This information, in case readers are overwhelmed, is from the World Health Organization…and The American Psychiatric Association. Your information is from a book called “The Sociopath Next Door” by Martha Stout, who has a ph.d., and is not a psychiatrist or a member of the psychiatric community. Lay people love the book. Researchers, clinical psychologists, and psychiatrists seem to unilaterally dismiss it. I’ve read it, and to me it is a work intended to create fear, suspicion and, of course, money for the author. It certainly has done a wonderful job of fear-mongering. A whole four percent of the population…the medical community estimates that no more than 1% of the population of this country are afflicted with ASPD, or similar Axis II personality disorders.

            But, stay ignorant, and keep your eyes open for those frightening backyard sociopaths. They’re everywhere. I adore lay diagnoses, especially since I have a son with narcissistic personality disorder. I know what I’m talking about, because I’ve done the research…and not by reading sensationalistic crap. A vast percentage of the misery done by one human being to others is committed by garden variety anuses who have no diagnosable mental disorders at all. Just your regular, next-door-neighbor ass-hat.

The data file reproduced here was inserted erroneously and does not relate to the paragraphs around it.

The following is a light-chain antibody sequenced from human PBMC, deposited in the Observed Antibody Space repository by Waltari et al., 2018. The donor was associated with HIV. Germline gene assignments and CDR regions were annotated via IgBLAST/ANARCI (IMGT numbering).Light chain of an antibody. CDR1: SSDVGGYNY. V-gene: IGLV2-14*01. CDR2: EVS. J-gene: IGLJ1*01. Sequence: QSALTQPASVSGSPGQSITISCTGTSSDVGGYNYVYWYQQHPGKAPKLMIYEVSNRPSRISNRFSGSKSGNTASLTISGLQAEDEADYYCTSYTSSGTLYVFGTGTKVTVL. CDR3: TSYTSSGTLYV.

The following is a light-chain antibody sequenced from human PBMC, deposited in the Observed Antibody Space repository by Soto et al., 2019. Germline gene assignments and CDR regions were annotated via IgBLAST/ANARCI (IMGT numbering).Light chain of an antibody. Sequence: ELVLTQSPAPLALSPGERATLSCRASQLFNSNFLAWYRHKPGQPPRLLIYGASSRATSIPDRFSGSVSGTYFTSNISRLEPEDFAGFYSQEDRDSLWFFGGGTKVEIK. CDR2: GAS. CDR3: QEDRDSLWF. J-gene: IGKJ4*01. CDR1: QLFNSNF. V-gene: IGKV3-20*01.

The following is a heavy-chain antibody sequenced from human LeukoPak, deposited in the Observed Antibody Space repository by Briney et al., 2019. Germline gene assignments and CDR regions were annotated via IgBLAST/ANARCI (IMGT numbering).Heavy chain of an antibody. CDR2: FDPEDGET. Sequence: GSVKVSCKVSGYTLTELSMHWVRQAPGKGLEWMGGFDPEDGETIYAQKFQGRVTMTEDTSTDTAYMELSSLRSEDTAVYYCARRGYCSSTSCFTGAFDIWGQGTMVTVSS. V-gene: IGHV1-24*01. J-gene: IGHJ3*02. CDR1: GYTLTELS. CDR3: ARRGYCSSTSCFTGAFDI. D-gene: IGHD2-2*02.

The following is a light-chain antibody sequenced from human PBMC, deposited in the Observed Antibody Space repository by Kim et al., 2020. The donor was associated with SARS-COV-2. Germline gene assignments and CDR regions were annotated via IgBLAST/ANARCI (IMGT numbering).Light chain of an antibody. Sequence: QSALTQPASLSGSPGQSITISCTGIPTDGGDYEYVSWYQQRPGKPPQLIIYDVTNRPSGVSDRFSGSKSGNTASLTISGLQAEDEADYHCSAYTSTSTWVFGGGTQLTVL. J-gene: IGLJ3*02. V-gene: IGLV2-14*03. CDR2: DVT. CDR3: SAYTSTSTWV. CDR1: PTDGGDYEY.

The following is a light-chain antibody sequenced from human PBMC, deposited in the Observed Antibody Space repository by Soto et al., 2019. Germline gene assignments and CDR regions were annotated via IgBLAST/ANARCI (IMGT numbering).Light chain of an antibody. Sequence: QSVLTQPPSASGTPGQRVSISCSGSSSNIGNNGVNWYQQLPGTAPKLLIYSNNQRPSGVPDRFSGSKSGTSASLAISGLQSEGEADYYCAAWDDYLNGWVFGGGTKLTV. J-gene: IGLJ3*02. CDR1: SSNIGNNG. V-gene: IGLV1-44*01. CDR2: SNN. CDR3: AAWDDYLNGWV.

• avatar yeahright says:

            why don’t we just call him a crook?

          • avatar Briana Baran says:

            yeahright; which was precisely my point…why give the bastard a chance to use the excuse of a faux “mental illness” to gain sympathy (see a certain set of comments) in court?

            That wretched book “Sociopath Next Door” has those addicted to reality shows and Oprah seeing “sociopaths” behind every bush, and diagnosing every crook and walking anal orifice as deadly personality disorder manifested in flesh.

            Forest for the trees people…

        • avatar Briana Baran says:

          Katharine: I was going to reply to Jody…but you absolutely nailed it. Excellent response.

          As to why the victims might be receiving the blame…a lot of addicts, recovered or otherwise, tend toward that behavior. So do those who were, or still are, enabling an addict who never has recovered.

          I am NOT making any accusations, nor am I, a dry alcoholic and clean addict, that sort of person. But I’ve seen it more times than I can remember. One might phrase it as sympathy for the devil.

        • avatar Jody says:

          Perception is EVERYTHING! Especially when it comes to the written word. I am in NO WAY blaming “victims” in my post. Simply because I don’t believe there are any victims here. It is a slippery slope to believe you are a victim. This means you had/have no control over what has happened to you, how to change the circumstances, or how to rectify the situation. Her family had/has control over what is happening, yet they choose not to do anything about it. Hence, no victims here.

          I’m sticking to my guns on the low self-esteem. A person who feels good about themselves in an healthy way would not stoop to such levels. He is clearly missing something of himself. Take it literally… he is stealing other people’s identities. His own identity is not enough. My training tells me that says it all.